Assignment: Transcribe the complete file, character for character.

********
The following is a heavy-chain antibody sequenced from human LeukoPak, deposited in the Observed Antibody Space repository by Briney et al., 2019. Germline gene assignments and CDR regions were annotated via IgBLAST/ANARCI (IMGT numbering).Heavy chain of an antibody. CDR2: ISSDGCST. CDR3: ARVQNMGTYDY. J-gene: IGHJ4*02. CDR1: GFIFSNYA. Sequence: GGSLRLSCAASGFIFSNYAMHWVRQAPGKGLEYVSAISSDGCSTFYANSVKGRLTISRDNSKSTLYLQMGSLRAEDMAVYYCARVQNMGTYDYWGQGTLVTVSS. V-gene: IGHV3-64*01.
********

The following is a heavy-chain antibody sequenced from human LeukoPak, deposited in the Observed Antibody Space repository by Briney et al., 2019. Germline gene assignments and CDR regions were annotated via IgBLAST/ANARCI (IMGT numbering).Heavy chain of an antibody. CDR2: ISSDGCST. CDR3: ARVQNMGTYDY. J-gene: IGHJ4*02. CDR1: GFIFSNYA. Sequence: GGSLRLSCAASGFIFSNYAMHWVRQAPGKGLEYVSAISSDGCSTFYANSVKGRLTISRDNSKSTLYLQMGSLRAEDMAVYYCARVQNMGTYDYWGQGTLVTVSS. V-gene: IGHV3-64*01.